Share the Knowledge

Europe : United Kingdom

The Oakwell Ghost

by Hayley S

Remembering a place I used to visit when I was a child, I found myself going back to a place I had (regretfully) almost forgotten about.

A dark and rather cold building tends to dominate a small area next to the public car park where many people seem to come and go. The building is named ‘Oakwell Hall’ which was built in 1583 which is open to all visitors, giving them an insight to what a family home would have looked like in the 1690’s. Cold as stone the hall gives off a sense of gloom, especially after hearing about ‘The Oakwell Ghost’. This huge favourited manor house takes in a swarm of people throughout the year.

travel and talk oakwell ghost,travel writing hayley S,oakwell photograph,oakwell hall uk,oakwell hall photograph

Although the hall is surrounded by a gift shop, a cafe and even a fun area for children, Oakwell also offers many fun tweaks that make it the place to be. The Faith Garden is an extra small garden open for visitors to enjoy peaceful time out, and a chance to breathe in all of their adventure here at Oakwell. Uncovering all the inches of Oakwell, there is one gate to the bottom left of the house taking you into an enormous green grass park. Oakwell Hall offers a huge country-side nature trail as well as on-site facilities where families come to stretch their legs, climbing up the dry and uneven muddy paths to get to see inspiring views at the edge of what seem like endless fields of pure healing green. In the spring, the flowers almost bloom before your eyelids twitch, and searching through the trail gives a walker the thought of adventure and sneakiness as the park is so unknown to most.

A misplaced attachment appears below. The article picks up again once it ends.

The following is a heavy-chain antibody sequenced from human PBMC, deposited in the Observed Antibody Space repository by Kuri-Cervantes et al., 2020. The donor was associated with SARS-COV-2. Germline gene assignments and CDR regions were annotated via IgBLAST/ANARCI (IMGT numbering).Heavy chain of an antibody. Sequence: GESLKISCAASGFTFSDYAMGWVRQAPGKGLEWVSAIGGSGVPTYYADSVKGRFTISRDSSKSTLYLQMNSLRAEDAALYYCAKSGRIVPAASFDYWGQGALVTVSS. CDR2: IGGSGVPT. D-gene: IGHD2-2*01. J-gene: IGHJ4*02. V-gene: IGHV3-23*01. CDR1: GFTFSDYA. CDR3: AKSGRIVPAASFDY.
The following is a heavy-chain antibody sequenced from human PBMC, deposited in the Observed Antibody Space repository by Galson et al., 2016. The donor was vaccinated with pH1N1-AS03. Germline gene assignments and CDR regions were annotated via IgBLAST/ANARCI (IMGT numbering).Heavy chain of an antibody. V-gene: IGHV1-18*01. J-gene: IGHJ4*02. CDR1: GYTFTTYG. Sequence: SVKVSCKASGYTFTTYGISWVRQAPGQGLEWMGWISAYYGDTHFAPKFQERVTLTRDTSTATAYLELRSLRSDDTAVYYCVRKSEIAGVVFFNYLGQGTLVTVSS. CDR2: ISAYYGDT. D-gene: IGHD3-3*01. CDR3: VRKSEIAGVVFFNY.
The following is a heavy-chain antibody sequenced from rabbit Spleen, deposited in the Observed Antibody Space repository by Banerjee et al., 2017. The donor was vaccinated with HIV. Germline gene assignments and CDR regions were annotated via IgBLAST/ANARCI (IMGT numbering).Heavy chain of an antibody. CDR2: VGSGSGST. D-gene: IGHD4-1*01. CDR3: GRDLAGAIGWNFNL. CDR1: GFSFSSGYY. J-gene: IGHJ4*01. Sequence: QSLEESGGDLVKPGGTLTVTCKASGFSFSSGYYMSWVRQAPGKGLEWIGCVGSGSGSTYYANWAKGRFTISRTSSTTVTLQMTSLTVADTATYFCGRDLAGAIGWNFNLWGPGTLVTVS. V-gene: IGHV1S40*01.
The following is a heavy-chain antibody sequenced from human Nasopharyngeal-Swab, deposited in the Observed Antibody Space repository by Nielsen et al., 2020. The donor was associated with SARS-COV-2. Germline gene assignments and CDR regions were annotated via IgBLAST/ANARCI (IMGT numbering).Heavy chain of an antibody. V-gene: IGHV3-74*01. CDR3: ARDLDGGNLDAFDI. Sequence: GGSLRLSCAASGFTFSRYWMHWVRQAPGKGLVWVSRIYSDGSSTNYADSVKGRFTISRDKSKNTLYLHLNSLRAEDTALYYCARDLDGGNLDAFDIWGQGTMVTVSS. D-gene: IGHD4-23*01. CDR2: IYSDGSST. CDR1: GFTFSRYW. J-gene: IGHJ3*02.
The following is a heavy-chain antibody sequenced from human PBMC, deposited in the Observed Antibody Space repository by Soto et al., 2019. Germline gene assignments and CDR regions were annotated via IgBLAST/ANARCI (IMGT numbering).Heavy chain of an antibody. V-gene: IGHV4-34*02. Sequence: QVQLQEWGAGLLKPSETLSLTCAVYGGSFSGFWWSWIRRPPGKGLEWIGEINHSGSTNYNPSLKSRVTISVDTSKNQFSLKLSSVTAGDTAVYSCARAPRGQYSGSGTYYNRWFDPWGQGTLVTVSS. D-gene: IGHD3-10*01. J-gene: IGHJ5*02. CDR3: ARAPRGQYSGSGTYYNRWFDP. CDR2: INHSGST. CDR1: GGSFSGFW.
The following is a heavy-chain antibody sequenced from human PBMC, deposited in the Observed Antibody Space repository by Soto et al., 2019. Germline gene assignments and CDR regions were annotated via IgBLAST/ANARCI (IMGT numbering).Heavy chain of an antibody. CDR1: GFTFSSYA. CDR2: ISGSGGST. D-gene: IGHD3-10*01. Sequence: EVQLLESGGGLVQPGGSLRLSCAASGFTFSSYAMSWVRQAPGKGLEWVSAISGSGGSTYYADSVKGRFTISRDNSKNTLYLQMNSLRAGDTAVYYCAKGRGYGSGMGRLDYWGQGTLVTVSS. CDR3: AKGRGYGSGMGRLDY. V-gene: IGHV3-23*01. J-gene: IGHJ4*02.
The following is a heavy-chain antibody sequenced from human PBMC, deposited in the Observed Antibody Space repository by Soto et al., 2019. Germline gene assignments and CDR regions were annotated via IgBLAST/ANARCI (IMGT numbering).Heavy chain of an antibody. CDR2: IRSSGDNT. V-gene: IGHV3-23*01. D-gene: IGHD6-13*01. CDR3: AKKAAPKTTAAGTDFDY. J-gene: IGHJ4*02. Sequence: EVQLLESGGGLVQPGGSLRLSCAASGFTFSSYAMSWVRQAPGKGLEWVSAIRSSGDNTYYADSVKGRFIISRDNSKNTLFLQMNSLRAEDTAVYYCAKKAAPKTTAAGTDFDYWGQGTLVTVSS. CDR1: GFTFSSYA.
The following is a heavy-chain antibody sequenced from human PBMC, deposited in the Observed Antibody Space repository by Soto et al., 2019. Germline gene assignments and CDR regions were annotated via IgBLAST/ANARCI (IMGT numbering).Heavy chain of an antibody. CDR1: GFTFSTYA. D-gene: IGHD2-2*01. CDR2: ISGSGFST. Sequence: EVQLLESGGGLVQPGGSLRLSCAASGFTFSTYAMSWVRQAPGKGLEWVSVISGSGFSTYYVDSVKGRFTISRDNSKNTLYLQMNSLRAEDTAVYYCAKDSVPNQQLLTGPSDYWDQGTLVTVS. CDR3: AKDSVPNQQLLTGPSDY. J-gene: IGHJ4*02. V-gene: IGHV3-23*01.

If you, like many, are in the dark about this place, then Oakwell Hall may mean you will think that West Yorkshire does have a magical place for you to share with the people you know appreciate peaceful surroundings, and if you read the likes of Emile Zola’s novels, the Hall will give you a great experience of what some will call ‘the olden days’.

Further Information: